Film review: Only Angels Have Wings, 1939
- Credit: Archant
It might be politically incorrect, but Cary Grant shines in this classic piece of slick Hollywood entertainment, says Michael Joyce.
Down South America way, a community of daredevil pilots make a living piloting rickety rackety planes out of the Baranca airfield, delivering the mail between the hazardous mountain passes. Every day is a dice with death for these hardy, hard bitten men, and the hardiest and hardest bitten of them all is Cary Grant. Grant wouldn’t be your first choice for cynical daredevil flying boy but if you’re Cary Grant you can play pretty much anything you want as long as the film itself is slick entertainment and this is the slickest of old Hollywood entertainment.
Only Angels Have Wings is ludicrous potboiler tosh, made marvellous by the combination of Grant, director Hawks and just about every performer who puts their head around the door. Nobody could give the superficial such depth and feeling like Grant while Hawks always seems to know the exact merit and worth of any given cliché, and how to get an audience to buy into it. He took the corny and gave it a snappy grace and elegance.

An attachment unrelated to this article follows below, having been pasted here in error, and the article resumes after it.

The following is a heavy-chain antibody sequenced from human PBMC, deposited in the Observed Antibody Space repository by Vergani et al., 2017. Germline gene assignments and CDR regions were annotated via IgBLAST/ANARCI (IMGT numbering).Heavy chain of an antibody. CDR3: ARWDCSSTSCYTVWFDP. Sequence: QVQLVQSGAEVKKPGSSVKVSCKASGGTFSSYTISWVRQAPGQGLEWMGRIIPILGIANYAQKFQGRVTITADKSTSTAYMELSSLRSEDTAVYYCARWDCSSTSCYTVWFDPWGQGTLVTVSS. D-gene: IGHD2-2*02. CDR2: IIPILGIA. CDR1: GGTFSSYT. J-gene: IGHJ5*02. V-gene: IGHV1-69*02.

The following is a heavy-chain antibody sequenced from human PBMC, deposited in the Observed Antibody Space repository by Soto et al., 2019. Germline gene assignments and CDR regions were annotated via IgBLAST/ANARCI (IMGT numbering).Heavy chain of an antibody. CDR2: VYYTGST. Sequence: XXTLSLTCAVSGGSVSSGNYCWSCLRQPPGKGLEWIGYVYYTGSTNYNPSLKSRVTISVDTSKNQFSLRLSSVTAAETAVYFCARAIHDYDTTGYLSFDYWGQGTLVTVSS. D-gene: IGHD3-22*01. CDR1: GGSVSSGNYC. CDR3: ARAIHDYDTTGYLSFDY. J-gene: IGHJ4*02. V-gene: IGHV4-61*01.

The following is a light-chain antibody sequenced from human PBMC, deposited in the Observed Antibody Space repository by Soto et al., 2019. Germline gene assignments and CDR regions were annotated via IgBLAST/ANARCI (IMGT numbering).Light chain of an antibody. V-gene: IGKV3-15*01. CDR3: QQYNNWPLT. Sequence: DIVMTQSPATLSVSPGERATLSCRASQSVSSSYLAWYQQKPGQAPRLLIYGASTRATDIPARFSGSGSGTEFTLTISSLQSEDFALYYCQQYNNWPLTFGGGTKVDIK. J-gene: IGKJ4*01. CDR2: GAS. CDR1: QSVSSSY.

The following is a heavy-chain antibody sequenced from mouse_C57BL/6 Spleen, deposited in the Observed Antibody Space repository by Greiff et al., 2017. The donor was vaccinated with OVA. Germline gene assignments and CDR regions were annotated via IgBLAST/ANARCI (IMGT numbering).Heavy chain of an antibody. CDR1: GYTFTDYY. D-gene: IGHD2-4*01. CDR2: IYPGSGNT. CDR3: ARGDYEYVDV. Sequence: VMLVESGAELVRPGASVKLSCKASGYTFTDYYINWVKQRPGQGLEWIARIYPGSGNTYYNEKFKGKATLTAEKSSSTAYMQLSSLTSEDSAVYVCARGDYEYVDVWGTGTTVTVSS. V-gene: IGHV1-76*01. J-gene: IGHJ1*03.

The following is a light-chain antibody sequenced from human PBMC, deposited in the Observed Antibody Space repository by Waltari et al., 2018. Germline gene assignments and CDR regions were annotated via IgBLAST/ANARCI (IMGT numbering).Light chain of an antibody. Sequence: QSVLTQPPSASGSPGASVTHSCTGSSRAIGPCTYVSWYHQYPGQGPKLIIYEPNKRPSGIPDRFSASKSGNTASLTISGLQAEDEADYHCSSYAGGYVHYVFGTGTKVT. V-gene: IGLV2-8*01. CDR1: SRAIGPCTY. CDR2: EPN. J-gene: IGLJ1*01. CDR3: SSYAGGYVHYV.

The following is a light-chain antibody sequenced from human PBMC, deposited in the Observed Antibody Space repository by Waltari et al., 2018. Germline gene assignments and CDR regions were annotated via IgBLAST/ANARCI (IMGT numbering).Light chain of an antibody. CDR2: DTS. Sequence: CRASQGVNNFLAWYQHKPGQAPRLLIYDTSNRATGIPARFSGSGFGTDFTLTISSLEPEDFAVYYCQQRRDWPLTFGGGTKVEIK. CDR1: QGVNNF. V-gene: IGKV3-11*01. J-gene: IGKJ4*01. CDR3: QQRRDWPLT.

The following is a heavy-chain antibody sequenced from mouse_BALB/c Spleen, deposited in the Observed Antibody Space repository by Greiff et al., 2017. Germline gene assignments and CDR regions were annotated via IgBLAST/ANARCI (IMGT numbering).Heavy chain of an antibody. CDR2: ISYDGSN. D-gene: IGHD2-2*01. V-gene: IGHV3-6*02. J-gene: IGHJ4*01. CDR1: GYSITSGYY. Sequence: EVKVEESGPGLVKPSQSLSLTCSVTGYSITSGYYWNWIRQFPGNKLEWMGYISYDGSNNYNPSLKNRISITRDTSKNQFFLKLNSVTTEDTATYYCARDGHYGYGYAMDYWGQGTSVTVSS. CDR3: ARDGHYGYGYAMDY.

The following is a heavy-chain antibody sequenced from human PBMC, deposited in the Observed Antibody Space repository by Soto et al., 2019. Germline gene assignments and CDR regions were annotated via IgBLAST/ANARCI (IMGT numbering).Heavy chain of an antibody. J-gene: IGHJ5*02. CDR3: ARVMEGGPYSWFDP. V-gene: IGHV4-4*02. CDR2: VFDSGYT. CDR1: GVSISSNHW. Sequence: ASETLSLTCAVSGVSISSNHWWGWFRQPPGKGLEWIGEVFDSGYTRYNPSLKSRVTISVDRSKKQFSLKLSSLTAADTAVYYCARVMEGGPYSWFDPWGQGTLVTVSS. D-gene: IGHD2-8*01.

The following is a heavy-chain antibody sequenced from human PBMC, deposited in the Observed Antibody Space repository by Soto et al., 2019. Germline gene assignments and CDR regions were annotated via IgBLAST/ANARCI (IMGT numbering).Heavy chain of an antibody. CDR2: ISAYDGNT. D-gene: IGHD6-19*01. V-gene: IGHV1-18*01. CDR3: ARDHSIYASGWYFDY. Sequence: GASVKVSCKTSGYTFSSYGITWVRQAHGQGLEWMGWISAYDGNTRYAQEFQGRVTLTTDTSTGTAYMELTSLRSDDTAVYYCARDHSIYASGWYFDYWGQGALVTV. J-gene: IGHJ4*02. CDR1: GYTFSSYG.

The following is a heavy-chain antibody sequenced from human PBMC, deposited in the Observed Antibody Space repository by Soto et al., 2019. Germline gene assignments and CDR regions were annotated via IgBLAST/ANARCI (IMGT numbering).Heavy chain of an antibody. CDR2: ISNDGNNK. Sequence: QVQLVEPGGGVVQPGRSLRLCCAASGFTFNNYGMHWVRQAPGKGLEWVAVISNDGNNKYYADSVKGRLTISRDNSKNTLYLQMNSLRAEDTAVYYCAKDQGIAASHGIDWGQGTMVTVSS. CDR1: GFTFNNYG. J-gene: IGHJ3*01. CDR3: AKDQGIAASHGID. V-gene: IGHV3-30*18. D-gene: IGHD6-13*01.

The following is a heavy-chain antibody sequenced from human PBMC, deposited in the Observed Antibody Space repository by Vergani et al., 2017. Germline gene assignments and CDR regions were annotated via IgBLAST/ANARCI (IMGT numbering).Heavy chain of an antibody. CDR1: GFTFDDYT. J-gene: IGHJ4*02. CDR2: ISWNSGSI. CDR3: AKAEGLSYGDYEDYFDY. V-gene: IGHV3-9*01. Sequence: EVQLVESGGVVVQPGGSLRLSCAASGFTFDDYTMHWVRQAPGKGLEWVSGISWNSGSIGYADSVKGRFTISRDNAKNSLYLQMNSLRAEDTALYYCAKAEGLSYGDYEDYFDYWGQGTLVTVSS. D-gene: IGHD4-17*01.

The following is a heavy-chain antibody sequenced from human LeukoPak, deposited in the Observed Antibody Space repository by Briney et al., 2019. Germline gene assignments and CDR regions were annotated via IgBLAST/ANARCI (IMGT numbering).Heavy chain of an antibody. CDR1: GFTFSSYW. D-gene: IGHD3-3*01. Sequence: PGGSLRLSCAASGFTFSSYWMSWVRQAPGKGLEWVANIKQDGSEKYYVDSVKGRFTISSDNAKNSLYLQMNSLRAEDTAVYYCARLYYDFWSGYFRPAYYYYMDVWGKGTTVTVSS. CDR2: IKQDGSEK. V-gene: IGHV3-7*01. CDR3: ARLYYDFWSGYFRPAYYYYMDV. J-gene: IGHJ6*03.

The film is full of attitudes – to race, to women – that jar with modern audiences (no doubt when it plays at the BFI they’ll hand out leaflets to explain this to delicate modern sensibilities). But possibly the hardest thing to adapt to are the rudimentary special effects. You see shots of real planes in the air, flying above barren plains and mountainous landscapes but when they come in to land they become tiny model planes arriving in a lush miniature jungle backdrop that suggests King Kong may jump out at any moment and crush them.
Rating: 4/5 stars